Boeing Directed Energy Systems and wholly owned Boeing subsidiary Spectrolab have jointly developed a compact, energy-efficient camera that provides 3-D images for military and commercial applications.
Stressing that it used its own research and development funding, Boeing has had the camera under test for the past two years by attaching it to mobile ground platforms and an AH-6 Little Bird helicopter. Equipped with advanced sensors that were developed by the Massachusetts Institute of Technology's Lincoln Laboratory and transferred to Boeing under a teaming arrangement, the cube-shaped camera is one-third the size and uses one-tenth the power of most comparable 3-D imaging cameras.
Those design and power characteristics will allow the camera to be deployed on a wide range of platforms, "including unmanned aerial and ground vehicles that don't have much room or power to spare," said Nasser Karam, Vice President of Advanced Technology Products at Spectrolab.
To create a 3-D image, the camera fires a short pulse of laser light and then measures the pulse's flight time to determine how far away each part of the camera's field of view is.
"The camera combines cutting-edge sensor technology with Boeing's advanced pointing and tracking solutions and real-time processing [for] highly integrated 3-D imaging payloads," said Joseph Paranto, Growth Lead for Directed Energy Systems in Albuquerque.
The camera can be customized depending on customers' ground, airborne, or space-based applications. It has a variety of potential uses, including mapping terrain, tracking targets, and seeing through foliage.
Boeing is currently integrating the camera into compact 3-D imaging payloads on unmanned aerial vehicles and will be testing that capability this spring. The team will also add 3-D video capability to the camera soon to complement its existing still-image capability.
One particular aircraft that the camera may or may not find a home on is Boeing's Phantom Eye, what it describes as its first unmanned, liquid-hydrogen-powered, high-altitude long-endurance (HALE) demonstrator aircraft, which is now under construction.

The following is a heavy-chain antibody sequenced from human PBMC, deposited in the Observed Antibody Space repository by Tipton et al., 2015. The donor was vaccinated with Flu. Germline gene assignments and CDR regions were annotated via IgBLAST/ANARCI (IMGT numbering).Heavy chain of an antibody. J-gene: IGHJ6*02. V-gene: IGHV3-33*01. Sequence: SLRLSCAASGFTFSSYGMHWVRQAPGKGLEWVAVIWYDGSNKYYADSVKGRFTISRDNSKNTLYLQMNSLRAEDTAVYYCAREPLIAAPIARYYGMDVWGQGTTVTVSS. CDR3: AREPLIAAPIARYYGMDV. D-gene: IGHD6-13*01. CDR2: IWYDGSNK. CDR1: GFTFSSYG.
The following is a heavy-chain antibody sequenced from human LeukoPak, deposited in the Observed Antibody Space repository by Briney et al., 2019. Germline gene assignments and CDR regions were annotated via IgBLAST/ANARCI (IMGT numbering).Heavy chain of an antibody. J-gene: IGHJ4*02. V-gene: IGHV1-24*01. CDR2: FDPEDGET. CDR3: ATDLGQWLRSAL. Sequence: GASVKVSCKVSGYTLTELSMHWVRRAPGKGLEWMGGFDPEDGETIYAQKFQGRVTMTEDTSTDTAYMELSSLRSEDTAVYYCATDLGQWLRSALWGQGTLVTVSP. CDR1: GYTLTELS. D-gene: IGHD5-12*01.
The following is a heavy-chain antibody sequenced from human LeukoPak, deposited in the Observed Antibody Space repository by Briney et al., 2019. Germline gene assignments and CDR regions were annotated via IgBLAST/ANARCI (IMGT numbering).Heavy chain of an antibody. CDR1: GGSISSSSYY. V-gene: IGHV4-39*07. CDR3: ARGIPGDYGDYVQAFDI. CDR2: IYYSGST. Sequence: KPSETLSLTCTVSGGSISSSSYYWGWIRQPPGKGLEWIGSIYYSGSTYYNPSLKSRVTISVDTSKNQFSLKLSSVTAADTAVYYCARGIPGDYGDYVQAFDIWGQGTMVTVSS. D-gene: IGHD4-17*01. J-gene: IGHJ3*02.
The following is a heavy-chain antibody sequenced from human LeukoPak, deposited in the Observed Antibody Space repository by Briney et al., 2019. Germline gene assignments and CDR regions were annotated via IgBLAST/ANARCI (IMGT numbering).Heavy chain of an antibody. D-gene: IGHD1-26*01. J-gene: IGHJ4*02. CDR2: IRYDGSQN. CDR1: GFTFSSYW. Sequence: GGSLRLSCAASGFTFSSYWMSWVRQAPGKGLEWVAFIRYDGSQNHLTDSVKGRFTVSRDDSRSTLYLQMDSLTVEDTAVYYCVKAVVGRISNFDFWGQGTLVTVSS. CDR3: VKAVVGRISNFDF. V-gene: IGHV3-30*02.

According to Darryl Davis, Boeing Phantom Works President, “After five years of technology development, we are now deploying rapid prototyping to bring together an unmanned aerial vehicle with a breakthrough liquid-hydrogen propulsion system that will be ready to fly early next year.”
Phantom Eye’s entire propulsion system—including the engine, turbochargers, and engine control system—successfully completed an 80-h test in an altitude chamber on March 1, clearing the way for the propulsion system and UAV to be assembled.
The twin-engine Phantom Eye demonstrator will have a 150-ft wingspan and be capable of flying for more than four days at altitudes up to 65,000 ft while carrying a payload of up to 450 lb.
Phantom Eye is designed to maintain a persistent presence in the stratosphere over a specific area, while performing missions that could include intelligence, reconnaissance, surveillance,and communication.
Boeing is also developing a larger HALE, Phantom Ray, that will stay aloft for more than 10 days and carry payloads of more than 2000 lb. It is a fighter-sized UAV that will be a flying test bed for advanced technologies.
“We believe Phantom Eye and Phantom Ray represent two areas where the unmanned aerial vehicle market is heading, and rapid prototyping is the key to getting us there,” said Dave Koopersmith, Advanced Boeing Military Aircraft Vice President. “These demonstrators reduce technology risks and set the stage for meeting both military and commercial customers’ future needs.”
Phantom Eye evolved from Boeing’s piston-powered Condor that set several records for altitude and endurance in the late 1980s. Boeing, as the Phantom Eye system designer, is working closely with Ball Aerospace, Aurora Flight Sciences, Ford Motor Co., and Mahle Powertrain to develop the demonstrator.
Phantom Ray evolved from the X-45C program. It is scheduled to make its first flight in December.